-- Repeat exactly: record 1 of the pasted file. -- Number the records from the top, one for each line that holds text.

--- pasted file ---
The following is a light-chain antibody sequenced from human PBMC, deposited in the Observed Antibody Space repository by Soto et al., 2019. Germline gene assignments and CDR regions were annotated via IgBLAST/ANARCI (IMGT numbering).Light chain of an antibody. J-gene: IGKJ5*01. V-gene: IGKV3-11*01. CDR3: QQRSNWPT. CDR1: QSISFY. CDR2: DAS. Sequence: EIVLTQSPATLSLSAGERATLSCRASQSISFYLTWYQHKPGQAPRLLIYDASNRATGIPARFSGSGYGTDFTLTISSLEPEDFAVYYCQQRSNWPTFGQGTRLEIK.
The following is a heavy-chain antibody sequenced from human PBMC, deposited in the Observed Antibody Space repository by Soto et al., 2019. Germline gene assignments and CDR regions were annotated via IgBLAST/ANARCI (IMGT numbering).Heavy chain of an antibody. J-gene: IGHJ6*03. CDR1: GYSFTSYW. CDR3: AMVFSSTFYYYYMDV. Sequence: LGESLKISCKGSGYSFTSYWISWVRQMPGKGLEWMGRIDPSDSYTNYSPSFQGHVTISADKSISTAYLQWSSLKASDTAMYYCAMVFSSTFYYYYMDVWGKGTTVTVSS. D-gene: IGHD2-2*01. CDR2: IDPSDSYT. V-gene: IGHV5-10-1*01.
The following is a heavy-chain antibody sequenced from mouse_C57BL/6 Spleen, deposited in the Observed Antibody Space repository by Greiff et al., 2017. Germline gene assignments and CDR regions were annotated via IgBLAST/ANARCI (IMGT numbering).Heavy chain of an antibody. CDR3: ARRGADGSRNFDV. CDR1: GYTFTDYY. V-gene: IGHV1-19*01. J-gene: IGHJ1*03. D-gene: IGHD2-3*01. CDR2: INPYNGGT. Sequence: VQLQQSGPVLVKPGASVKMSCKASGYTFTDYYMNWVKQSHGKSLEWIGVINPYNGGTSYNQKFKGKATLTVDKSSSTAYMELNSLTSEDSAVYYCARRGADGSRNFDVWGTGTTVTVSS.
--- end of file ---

The following is a light-chain antibody sequenced from human PBMC, deposited in the Observed Antibody Space repository by Soto et al., 2019. Germline gene assignments and CDR regions were annotated via IgBLAST/ANARCI (IMGT numbering).Light chain of an antibody. J-gene: IGKJ5*01. V-gene: IGKV3-11*01. CDR3: QQRSNWPT. CDR1: QSISFY. CDR2: DAS. Sequence: EIVLTQSPATLSLSAGERATLSCRASQSISFYLTWYQHKPGQAPRLLIYDASNRATGIPARFSGSGYGTDFTLTISSLEPEDFAVYYCQQRSNWPTFGQGTRLEIK.